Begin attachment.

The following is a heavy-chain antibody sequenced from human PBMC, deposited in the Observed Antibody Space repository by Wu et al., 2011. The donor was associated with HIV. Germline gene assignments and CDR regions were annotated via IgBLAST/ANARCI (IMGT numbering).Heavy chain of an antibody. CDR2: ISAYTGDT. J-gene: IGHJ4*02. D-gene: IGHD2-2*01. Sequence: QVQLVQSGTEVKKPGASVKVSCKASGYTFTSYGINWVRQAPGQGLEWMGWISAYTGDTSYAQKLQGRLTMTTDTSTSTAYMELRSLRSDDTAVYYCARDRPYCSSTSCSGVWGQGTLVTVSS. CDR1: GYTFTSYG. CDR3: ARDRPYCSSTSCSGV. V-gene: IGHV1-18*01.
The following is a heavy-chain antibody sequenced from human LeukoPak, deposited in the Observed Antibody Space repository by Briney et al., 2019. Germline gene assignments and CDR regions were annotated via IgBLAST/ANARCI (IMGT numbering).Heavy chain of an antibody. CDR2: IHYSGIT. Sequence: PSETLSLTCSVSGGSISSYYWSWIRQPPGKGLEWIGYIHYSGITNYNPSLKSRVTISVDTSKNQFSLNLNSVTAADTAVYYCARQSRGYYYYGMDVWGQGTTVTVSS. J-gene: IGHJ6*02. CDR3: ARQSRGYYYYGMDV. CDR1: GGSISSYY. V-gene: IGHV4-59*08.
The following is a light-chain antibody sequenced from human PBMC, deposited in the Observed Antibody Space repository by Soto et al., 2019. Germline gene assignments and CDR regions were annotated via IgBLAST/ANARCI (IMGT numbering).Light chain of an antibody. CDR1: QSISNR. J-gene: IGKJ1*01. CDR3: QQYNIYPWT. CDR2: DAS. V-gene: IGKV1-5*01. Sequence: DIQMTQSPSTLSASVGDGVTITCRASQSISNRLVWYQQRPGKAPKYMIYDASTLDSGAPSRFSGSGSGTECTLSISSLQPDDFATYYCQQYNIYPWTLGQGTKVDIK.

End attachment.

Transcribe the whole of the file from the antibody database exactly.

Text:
The following is a heavy-chain antibody sequenced from human PBMC, deposited in the Observed Antibody Space repository by Wu et al., 2011. The donor was associated with HIV. Germline gene assignments and CDR regions were annotated via IgBLAST/ANARCI (IMGT numbering).Heavy chain of an antibody. CDR2: ISAYTGDT. J-gene: IGHJ4*02. D-gene: IGHD2-2*01. Sequence: QVQLVQSGTEVKKPGASVKVSCKASGYTFTSYGINWVRQAPGQGLEWMGWISAYTGDTSYAQKLQGRLTMTTDTSTSTAYMELRSLRSDDTAVYYCARDRPYCSSTSCSGVWGQGTLVTVSS. CDR1: GYTFTSYG. CDR3: ARDRPYCSSTSCSGV. V-gene: IGHV1-18*01.
The following is a heavy-chain antibody sequenced from human LeukoPak, deposited in the Observed Antibody Space repository by Briney et al., 2019. Germline gene assignments and CDR regions were annotated via IgBLAST/ANARCI (IMGT numbering).Heavy chain of an antibody. CDR2: IHYSGIT. Sequence: PSETLSLTCSVSGGSISSYYWSWIRQPPGKGLEWIGYIHYSGITNYNPSLKSRVTISVDTSKNQFSLNLNSVTAADTAVYYCARQSRGYYYYGMDVWGQGTTVTVSS. J-gene: IGHJ6*02. CDR3: ARQSRGYYYYGMDV. CDR1: GGSISSYY. V-gene: IGHV4-59*08.
The following is a light-chain antibody sequenced from human PBMC, deposited in the Observed Antibody Space repository by Soto et al., 2019. Germline gene assignments and CDR regions were annotated via IgBLAST/ANARCI (IMGT numbering).Light chain of an antibody. CDR1: QSISNR. J-gene: IGKJ1*01. CDR3: QQYNIYPWT. CDR2: DAS. V-gene: IGKV1-5*01. Sequence: DIQMTQSPSTLSASVGDGVTITCRASQSISNRLVWYQQRPGKAPKYMIYDASTLDSGAPSRFSGSGSGTECTLSISSLQPDDFATYYCQQYNIYPWTLGQGTKVDIK.